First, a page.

Gatsonis, Nikolaos A.
This project is part of an effort to characterize the plasma properties of pulsed plasma thruster plumes. Knowledge of plume properties is important in plume/spacecraft interaction studies as well as in thruster performance optimization studies. In this project electron temperature and density were measured in the plume of a NASA Lewis laboratory model pulsed plasma thruster (PPT) using triple Langmuir probes. Experiments were performed in a vacuum facility at NASA Lewis Research Center's Electric Propulsion Laboratory. A movable probe support was designed and attached to a linear translation table allowing the probes to be moved to various positions downstream of the thruster exit plane without having to vent the vacuum tank. A probe positioning procedure was developed including the construction of a position location plate that provided the reference point used to determine probe position. A glow cleaning procedure was established in order to remove accumulated contaminants on the probes. Proper grounding procedures were also established. Measurements were taken on planes perpendicular and parallel to the thruster electrodes, for radial positions between 6 cm and 20 cm downstream the Teflon propellant surface and angular positions of 0, 10, 20, and 30 degrees from the centerline. The thruster was operating at discharge energy levels of 5, 20, and 40 Joules. Analysis of data taken along the centerline shows the time evolution of electron temperature and density. The maximum values of electron temperature range from 3 to 6 eV and the maximum values of electron density range from 3.5 x 10? m? to 4.5 x 10?? m?. Results show that the maximum electron density decreases as a function of downstream distance while the maximum temperature remains almost constant. It is also found that electron density increases significantly with increasing discharge energy level while electron temperature remains almost unaffected.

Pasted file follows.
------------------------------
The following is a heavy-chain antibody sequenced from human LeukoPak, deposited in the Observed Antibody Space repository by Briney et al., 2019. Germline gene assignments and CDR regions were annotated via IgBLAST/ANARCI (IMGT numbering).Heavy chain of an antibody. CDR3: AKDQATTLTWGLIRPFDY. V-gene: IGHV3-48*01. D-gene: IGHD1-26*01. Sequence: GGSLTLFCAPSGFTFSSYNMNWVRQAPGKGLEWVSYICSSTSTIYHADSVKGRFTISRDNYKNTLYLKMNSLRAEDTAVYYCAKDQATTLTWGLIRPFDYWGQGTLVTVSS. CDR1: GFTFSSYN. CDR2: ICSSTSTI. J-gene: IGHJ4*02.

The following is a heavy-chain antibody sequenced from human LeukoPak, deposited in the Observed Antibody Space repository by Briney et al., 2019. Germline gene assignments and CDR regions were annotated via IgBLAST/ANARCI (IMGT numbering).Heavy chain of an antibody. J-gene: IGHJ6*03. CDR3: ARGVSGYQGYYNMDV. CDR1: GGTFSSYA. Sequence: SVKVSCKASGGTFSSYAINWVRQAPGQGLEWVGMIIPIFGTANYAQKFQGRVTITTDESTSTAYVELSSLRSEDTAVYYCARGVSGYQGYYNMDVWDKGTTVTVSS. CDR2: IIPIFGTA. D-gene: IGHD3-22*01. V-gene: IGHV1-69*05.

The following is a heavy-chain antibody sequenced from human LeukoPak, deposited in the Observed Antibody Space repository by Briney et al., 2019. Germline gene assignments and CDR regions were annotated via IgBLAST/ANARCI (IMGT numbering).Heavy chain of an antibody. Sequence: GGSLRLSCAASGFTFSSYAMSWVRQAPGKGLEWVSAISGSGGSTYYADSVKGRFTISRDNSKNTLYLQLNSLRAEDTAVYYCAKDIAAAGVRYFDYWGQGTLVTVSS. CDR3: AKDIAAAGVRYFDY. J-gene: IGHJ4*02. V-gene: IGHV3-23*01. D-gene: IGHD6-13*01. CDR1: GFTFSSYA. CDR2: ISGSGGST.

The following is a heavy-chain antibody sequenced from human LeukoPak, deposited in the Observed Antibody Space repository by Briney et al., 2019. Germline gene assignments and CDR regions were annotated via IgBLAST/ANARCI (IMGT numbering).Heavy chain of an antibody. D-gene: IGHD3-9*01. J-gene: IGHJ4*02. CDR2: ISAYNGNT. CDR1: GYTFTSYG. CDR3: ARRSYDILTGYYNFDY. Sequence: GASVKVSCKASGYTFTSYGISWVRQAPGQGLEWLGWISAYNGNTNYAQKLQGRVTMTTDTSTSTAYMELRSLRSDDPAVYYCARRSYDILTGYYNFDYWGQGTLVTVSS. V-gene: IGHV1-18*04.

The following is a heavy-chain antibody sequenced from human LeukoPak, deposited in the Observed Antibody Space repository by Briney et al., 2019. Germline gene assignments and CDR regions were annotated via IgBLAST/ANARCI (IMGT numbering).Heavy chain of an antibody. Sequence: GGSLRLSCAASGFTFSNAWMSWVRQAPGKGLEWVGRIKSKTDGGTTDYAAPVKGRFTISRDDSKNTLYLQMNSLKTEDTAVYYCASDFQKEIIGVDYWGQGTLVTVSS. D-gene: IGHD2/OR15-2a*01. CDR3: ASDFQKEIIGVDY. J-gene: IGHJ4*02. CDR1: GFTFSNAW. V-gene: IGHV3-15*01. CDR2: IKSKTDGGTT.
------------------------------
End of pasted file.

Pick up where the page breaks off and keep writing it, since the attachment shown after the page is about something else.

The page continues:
Worcester Polytechnic Institute
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